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Skiff eBook Reader Promises Big Content



skiff-readerOne of the recurring themes that will undoubtedly come out of CES2010 is eBook Readers, or maybe we should start calling them eContent readers. The Skiff eBook Reader is certainly a reason to raise that question. Yes, it will read eBooks, yes, it has always on connectivity (Sprint at launch) but it is also a larger form factor than we’ve seen previously and is really aiming for magazines and large print content. (Read newspapers.) It also has a Touchscreen.

Make no mistake about it, this is a play by Hearst Publishing to try and move their newsprint business to digital and that touchscreen? Well, it’s a convenient way for you to click on ads. Word is that this device will not only have Sprint connectivity, but also WiFi, and that Sprint will probably be rolling these out in stores.

The Skiff (and other eReaders for that matter) beg the big question that we may or may not see answered this year. Will devices like this move customers in large numbers to digital reading? Based on purely unscientific results from talking to folks on my trip to Chicago, many consumers aren’t paying attention just yet. That doesn’t mean they won’t be six months from now. So, we’ll have to see.  As for me, I can’t see the large form factor (11.5 inches) working as a stand alone platform for this kind of content delivery. But I’ve been wrong before.



  1. Joseph Bleau

    01/05/2010 at 3:11 pm

    I have been a Sony eReader user since first introduced. Use it mostly when traveling.

    Skiff is exactly what I have been hoping for for home use. The difference is that at home I want to read newspaper & mags and the large format is perfect.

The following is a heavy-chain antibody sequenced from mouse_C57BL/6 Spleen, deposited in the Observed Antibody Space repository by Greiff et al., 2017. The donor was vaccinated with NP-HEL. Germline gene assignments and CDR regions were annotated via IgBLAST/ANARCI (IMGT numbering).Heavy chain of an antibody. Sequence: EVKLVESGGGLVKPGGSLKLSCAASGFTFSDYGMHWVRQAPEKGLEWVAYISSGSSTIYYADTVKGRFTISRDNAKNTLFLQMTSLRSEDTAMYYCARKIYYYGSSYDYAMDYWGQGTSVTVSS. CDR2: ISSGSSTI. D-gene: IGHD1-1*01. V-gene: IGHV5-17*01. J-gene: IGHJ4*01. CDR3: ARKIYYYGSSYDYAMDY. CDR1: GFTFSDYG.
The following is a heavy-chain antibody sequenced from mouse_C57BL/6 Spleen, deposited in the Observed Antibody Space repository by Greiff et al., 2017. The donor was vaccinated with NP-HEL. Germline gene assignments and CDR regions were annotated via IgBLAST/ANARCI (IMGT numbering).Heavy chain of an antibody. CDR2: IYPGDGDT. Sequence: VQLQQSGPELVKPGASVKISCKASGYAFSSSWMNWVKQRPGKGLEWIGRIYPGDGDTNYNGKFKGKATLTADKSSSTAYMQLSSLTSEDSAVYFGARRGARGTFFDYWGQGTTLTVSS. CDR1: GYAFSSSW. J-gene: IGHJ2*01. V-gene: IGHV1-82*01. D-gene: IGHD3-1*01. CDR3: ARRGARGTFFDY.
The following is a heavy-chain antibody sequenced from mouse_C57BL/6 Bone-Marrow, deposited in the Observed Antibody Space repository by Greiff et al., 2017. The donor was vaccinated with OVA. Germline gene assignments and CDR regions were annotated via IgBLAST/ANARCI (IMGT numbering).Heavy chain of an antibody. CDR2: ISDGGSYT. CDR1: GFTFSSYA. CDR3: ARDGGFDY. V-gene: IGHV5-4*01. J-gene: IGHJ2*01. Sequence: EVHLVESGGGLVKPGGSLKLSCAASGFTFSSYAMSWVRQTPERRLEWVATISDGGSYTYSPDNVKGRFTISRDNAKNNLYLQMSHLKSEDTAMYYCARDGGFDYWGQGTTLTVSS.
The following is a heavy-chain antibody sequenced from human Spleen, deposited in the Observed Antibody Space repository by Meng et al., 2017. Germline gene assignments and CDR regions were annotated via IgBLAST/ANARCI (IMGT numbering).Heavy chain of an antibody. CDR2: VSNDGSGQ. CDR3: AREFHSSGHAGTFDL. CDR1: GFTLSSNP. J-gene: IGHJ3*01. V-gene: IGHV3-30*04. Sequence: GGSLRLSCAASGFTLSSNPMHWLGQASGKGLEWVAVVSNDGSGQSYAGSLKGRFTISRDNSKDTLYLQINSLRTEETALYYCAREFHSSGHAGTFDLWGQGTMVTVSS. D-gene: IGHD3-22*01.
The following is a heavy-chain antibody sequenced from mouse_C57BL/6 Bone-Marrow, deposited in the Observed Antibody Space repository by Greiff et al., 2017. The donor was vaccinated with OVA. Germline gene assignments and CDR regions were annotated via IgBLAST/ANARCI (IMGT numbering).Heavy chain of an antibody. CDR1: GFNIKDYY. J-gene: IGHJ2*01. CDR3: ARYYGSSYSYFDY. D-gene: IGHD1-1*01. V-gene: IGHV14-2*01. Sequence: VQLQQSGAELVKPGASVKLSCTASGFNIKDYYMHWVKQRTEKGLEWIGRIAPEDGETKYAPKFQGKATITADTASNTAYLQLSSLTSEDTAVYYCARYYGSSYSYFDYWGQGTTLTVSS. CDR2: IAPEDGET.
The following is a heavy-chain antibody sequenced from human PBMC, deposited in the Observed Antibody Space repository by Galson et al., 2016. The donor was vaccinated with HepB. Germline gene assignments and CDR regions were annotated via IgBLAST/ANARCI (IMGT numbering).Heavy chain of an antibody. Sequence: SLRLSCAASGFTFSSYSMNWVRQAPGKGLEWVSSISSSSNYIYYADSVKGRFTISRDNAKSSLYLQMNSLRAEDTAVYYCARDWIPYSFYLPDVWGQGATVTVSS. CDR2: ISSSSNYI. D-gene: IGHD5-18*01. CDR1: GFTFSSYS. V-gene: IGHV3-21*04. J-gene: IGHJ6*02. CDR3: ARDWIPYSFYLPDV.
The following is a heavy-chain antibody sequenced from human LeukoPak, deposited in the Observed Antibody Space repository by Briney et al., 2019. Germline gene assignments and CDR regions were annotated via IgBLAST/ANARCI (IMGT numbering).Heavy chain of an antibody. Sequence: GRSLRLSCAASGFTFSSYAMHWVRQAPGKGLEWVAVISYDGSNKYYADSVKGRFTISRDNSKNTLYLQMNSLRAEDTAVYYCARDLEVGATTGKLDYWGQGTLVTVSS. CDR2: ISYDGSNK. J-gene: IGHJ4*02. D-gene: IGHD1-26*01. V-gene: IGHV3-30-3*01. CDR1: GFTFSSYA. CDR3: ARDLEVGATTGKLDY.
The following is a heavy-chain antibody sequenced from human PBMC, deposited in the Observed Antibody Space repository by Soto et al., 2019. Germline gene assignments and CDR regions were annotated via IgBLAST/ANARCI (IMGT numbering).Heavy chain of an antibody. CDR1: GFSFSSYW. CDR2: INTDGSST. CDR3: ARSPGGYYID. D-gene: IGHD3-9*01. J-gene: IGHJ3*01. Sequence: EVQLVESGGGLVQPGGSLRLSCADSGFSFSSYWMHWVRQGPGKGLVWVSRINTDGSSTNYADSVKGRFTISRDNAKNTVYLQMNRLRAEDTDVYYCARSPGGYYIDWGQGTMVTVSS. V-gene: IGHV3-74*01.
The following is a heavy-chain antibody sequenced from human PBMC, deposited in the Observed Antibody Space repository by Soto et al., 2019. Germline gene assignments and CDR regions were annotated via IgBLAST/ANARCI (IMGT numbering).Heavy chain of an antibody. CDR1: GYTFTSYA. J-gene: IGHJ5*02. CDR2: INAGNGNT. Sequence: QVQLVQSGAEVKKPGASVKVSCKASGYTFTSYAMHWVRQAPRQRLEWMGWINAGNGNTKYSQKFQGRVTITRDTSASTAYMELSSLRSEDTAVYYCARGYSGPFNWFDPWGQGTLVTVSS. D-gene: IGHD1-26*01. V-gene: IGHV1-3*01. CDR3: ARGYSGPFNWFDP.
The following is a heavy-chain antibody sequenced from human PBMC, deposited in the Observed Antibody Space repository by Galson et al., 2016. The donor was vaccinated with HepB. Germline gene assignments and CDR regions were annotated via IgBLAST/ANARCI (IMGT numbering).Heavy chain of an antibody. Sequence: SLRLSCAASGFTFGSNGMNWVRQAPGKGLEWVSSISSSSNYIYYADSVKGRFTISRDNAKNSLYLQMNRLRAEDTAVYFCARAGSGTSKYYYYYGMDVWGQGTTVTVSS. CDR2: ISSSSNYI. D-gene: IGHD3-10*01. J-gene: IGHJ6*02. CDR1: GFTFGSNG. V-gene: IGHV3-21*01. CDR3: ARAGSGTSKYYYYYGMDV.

The smaller format is great for books and I will continue to use it for that purpose.

    BTW, Sony has ability to read Word files (.doc). This is critical for me as I also use it to read long work related documents when out of the office. I am disappointed that more eReaders don’t support this format.

  2. somename

    01/06/2010 at 1:16 am

    I like the larger format too for my usual reading usages. This size will fit in carriers I’d usually haul magazines around in, props better, and is more functional for reading than anything smaller.

    It would be nice if it opened like a magazine to two screens, was in color, etc…but maybe that’s crossing into what you’re alluding to when you say as a standalone device. Not sure I really want a standalone device…really, I just want something that will talk to my main computer seamlessly, have a more comfortable screen than the usual computers for extended reading, and have anonymous access to whatever booksellers might want to purvey appropriate books and magazines my way, hopefully to include the whole known universe of published works. If it was in the same box as a convertible laptop, that would be best, assuming it was thin and lightweight. I’d like it to dock a stereo bluetooth headset too, and have enough battery (or fuel cell, etc.) life to run it all. We’re not there yet, but are creeping up on it a bit.

    At some point, maybe we’ll have screens on general-purpose computers that provide the maximum reading comfort that technology allows, but the lack of motion video on the better reading screen technologies seems to be holding that up into the indefinite future. So I think we’re likely to see standalone or linked devices for a while. The size needs to fit the usage pattern — I’m not a public transportation commuter, nor do I read fiction, and I think there are some people who do such things for whom the smaller screens and their enhanced portability might be a better fit.

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